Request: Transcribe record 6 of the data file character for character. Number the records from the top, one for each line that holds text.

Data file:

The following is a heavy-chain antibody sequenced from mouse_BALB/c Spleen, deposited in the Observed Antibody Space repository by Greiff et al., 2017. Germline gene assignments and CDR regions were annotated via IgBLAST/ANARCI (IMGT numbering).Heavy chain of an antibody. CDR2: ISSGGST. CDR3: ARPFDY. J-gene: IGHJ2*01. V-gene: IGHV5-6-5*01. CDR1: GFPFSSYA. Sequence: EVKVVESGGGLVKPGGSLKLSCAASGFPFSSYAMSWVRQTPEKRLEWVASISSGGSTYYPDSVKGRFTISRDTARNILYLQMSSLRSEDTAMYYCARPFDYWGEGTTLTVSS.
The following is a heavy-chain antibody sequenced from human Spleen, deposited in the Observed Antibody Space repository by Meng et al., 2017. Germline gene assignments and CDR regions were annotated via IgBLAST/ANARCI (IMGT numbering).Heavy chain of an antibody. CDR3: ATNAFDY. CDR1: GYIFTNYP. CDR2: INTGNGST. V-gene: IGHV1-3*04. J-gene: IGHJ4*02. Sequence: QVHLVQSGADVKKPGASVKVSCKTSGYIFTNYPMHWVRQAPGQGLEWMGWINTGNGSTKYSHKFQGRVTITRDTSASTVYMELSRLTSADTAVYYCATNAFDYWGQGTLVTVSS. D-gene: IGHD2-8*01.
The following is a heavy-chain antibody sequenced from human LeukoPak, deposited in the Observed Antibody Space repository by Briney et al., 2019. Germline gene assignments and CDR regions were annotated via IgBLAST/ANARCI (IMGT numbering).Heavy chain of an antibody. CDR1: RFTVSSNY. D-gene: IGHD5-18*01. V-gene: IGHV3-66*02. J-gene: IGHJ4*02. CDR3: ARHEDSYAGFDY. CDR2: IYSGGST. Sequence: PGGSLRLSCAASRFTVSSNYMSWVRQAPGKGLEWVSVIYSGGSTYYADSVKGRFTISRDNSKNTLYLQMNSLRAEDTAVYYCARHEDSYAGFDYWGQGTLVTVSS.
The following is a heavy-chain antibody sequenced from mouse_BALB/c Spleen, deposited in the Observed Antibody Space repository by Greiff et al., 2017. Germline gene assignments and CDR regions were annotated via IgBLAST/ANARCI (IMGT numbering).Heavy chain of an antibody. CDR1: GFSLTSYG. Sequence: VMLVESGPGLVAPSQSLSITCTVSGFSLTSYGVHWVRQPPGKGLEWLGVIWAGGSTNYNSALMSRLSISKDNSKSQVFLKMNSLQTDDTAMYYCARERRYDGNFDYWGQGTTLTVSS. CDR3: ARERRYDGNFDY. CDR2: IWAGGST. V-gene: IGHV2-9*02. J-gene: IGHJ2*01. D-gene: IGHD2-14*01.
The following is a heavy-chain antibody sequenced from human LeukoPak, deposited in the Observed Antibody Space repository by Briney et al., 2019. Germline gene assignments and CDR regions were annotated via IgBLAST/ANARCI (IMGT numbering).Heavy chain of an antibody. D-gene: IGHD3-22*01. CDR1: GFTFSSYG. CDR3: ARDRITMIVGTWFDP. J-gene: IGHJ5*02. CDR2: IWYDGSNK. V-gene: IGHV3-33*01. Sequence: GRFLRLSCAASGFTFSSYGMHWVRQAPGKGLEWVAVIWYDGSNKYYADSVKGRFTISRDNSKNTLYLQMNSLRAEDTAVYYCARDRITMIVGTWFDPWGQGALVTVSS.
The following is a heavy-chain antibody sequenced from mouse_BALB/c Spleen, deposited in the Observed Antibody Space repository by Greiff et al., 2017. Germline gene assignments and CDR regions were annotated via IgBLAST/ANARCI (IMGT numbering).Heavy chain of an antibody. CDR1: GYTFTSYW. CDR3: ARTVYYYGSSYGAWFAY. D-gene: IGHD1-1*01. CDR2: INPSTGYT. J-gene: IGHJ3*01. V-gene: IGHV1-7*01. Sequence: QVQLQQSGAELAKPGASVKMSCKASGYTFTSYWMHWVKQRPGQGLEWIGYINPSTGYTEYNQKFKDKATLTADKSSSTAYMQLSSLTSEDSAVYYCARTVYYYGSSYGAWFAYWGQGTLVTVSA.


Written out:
The following is a heavy-chain antibody sequenced from mouse_BALB/c Spleen, deposited in the Observed Antibody Space repository by Greiff et al., 2017. Germline gene assignments and CDR regions were annotated via IgBLAST/ANARCI (IMGT numbering).Heavy chain of an antibody. CDR1: GYTFTSYW. CDR3: ARTVYYYGSSYGAWFAY. D-gene: IGHD1-1*01. CDR2: INPSTGYT. J-gene: IGHJ3*01. V-gene: IGHV1-7*01. Sequence: QVQLQQSGAELAKPGASVKMSCKASGYTFTSYWMHWVKQRPGQGLEWIGYINPSTGYTEYNQKFKDKATLTADKSSSTAYMQLSSLTSEDSAVYYCARTVYYYGSSYGAWFAYWGQGTLVTVSA.